The Young Survivors
Even before the outbreak of World War II, the Laskowski children’s lives aren’t easy. Their parents are Polish Jews who have fled to France to escape persecution. When all the adults of their extended family are arrested after the German Occupation, it’s up to teenage Pierre to try to keep his siblings together or, failing that, to make difficult decisions to keep his brothers and twin sisters safe. Based on the true stories of the author’s family and other Holocaust survivors, this novel deals with some aspects of World War II that are rarely mentioned, like the role of Jewish-run orphanages, the Scout Movement and the Catholic church in rescuing endangered children.
There is, however, a flaw at the heart of the book, which is told from the perspective of three of the siblings. All three voices are identical, despite the fact that Georgette is only five when she begins her narrative, while Pierre and Samuel are both teenagers by the end of the book. There’s a tendency to state facts and emotions (“I was happy/sad/frightened”), which is what a child might write in a school essay, but not necessarily how they would experience events. There’s also a tendency to overuse exclamation marks, and frequent uses of “I” where “me” would be grammatically correct.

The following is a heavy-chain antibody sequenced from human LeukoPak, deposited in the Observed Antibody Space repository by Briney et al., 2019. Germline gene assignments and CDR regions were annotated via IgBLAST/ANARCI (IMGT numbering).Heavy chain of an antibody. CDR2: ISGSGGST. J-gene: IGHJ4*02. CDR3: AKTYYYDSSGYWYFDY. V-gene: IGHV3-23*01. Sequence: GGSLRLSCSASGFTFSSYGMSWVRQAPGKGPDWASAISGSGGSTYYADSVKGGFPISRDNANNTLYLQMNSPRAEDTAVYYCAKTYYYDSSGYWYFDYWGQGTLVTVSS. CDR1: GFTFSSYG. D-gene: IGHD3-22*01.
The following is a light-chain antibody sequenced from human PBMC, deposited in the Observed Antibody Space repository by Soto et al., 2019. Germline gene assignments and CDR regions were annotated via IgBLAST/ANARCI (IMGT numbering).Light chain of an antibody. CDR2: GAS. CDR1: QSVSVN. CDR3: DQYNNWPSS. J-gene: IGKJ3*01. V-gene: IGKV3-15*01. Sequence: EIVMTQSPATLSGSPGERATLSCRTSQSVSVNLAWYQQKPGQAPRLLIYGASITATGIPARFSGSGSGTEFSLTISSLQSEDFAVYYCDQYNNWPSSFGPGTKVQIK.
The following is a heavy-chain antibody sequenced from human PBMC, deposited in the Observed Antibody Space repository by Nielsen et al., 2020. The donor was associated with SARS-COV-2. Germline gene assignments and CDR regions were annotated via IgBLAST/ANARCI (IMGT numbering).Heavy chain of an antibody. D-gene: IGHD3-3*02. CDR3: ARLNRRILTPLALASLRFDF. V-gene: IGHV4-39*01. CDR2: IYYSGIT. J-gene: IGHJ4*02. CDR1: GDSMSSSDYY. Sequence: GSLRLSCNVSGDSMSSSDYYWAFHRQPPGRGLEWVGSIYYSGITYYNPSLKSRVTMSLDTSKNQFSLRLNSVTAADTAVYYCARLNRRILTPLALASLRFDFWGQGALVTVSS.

Some characters leap off the page – the children’s strong-willed Bubbe (grandmother); orphanage director’s daughter Michele, who is both spoilt and lonely, but discouraged by her parents from playing with the other children; and the permanently bickering Kohn brothers – but, unfortunately, these are all minor characters. The central narrators seem curiously flat by contrast. I can’t help feeling that the author’s journalistic background means that this novel would have worked better as a non-fiction book, compiling all the information and eyewitness testimony she has clearly amassed about a subject that deserves to be better known.